All of a sudden I was knocked out. I needed money for a fridge. I needed time to pull weeds. I needed a peace about the future of my job satisfaction. I also needed to meet with a surgeon to discuss the surgery that would remove the melanoma on my face.

I know it could be worse. But I didn’t see any of it coming, and I felt totally knocked out.

I have cancer. It can be removed with a simple procedure, but I’m on high alert for the rest of my life when it comes to being vigilant about the spots on my body. Once you have melanoma, there’s a very high chance you’ll get it again. I face so much uncertainty when I look at the future, concerning my health. And how I deal with all of this, as a Christian, is on display for others to see.

Last week in Growth Group at my church, we talked about how we are a “Billboard for the Lord.” For some people, the only Bible they’ll read is how we, as Christians, live our lives.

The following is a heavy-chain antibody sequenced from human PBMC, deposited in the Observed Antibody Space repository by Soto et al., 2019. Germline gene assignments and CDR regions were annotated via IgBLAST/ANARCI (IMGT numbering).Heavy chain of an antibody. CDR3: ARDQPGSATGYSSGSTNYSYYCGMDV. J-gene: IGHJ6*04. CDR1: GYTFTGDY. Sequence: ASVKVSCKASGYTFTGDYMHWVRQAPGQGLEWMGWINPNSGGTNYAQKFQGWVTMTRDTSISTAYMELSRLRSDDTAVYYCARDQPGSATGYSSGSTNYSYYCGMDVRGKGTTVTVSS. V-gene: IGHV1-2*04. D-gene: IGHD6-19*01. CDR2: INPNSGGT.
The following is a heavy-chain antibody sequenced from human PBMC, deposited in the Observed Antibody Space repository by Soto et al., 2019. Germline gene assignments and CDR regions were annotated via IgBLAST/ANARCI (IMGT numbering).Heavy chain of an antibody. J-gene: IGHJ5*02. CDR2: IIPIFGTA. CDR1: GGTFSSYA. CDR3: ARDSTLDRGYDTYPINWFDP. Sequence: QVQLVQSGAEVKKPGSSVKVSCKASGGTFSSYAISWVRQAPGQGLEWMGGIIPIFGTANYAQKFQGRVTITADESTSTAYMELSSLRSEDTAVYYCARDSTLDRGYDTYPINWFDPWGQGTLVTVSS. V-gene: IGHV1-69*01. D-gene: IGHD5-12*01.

I am knocked out. I am stressed. I am hurting. I am fearful. And how I handle this speaks volumes to what I really believe about Jesus.

“People who do not believe are living all around you. Live such good lives that they will see the good things you do and will give glory to God.” 1 Peter 2:12

When I’m knocked out like this, there really is only one solution that brings the peace I so desire – Jesus. If I truly believe in His love, mercy, and grace, I will turn to Him, and He’ll give me what I need. He always has.

I will turn to the Lord when I am feeling knocked out. He is the only one who can revive me.

When I am struggling financially because of unforeseen expenses, I will turn to Him.

When I am annoyed by others, I will turn to Him.

When the future is unclear at work, I will turn to Him.

When I get a bad call from the doctor, I will turn to Him.

What will be on your billboard when you’re knocked out? Will it be complaining? Angry words? Hate? Disbelief? Worry? God’s got you covered. If you believe that, live like it.

For me, it’s a struggle to always be a squeaky-clean billboard for the Lord. But I’m certainly going to try to represent Him well, especially when I’m feeling totally knocked out.